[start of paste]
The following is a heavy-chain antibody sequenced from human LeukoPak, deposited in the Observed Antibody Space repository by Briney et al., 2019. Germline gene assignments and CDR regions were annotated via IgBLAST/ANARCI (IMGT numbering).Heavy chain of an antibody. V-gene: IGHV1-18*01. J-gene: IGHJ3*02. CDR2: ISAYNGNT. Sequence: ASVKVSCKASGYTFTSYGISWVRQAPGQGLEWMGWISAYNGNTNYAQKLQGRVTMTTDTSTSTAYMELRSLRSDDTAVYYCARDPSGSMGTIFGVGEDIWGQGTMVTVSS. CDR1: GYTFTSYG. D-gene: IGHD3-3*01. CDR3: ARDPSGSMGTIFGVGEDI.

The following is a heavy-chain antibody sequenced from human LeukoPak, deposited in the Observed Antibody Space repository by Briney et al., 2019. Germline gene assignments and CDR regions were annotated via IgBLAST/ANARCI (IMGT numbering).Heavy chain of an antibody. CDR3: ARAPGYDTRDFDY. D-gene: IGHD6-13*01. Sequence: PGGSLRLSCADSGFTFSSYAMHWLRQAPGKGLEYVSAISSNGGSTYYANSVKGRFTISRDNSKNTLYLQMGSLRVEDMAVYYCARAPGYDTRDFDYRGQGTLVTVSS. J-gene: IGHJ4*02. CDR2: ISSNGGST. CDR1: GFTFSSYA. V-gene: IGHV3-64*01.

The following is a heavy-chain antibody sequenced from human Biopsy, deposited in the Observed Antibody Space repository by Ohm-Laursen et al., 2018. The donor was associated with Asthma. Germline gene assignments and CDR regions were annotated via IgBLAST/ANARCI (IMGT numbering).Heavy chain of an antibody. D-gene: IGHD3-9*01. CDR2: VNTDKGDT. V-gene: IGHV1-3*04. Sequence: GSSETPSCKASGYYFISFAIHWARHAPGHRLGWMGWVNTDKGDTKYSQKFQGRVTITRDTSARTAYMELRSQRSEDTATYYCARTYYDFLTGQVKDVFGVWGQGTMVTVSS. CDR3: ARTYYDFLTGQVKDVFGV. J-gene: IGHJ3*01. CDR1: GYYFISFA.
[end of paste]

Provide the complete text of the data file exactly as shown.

The following is a heavy-chain antibody sequenced from human LeukoPak, deposited in the Observed Antibody Space repository by Briney et al., 2019. Germline gene assignments and CDR regions were annotated via IgBLAST/ANARCI (IMGT numbering).Heavy chain of an antibody. V-gene: IGHV1-18*01. J-gene: IGHJ3*02. CDR2: ISAYNGNT. Sequence: ASVKVSCKASGYTFTSYGISWVRQAPGQGLEWMGWISAYNGNTNYAQKLQGRVTMTTDTSTSTAYMELRSLRSDDTAVYYCARDPSGSMGTIFGVGEDIWGQGTMVTVSS. CDR1: GYTFTSYG. D-gene: IGHD3-3*01. CDR3: ARDPSGSMGTIFGVGEDI.

The following is a heavy-chain antibody sequenced from human LeukoPak, deposited in the Observed Antibody Space repository by Briney et al., 2019. Germline gene assignments and CDR regions were annotated via IgBLAST/ANARCI (IMGT numbering).Heavy chain of an antibody. CDR3: ARAPGYDTRDFDY. D-gene: IGHD6-13*01. Sequence: PGGSLRLSCADSGFTFSSYAMHWLRQAPGKGLEYVSAISSNGGSTYYANSVKGRFTISRDNSKNTLYLQMGSLRVEDMAVYYCARAPGYDTRDFDYRGQGTLVTVSS. J-gene: IGHJ4*02. CDR2: ISSNGGST. CDR1: GFTFSSYA. V-gene: IGHV3-64*01.

The following is a heavy-chain antibody sequenced from human Biopsy, deposited in the Observed Antibody Space repository by Ohm-Laursen et al., 2018. The donor was associated with Asthma. Germline gene assignments and CDR regions were annotated via IgBLAST/ANARCI (IMGT numbering).Heavy chain of an antibody. D-gene: IGHD3-9*01. CDR2: VNTDKGDT. V-gene: IGHV1-3*04. Sequence: GSSETPSCKASGYYFISFAIHWARHAPGHRLGWMGWVNTDKGDTKYSQKFQGRVTITRDTSARTAYMELRSQRSEDTATYYCARTYYDFLTGQVKDVFGVWGQGTMVTVSS. CDR3: ARTYYDFLTGQVKDVFGV. J-gene: IGHJ3*01. CDR1: GYYFISFA.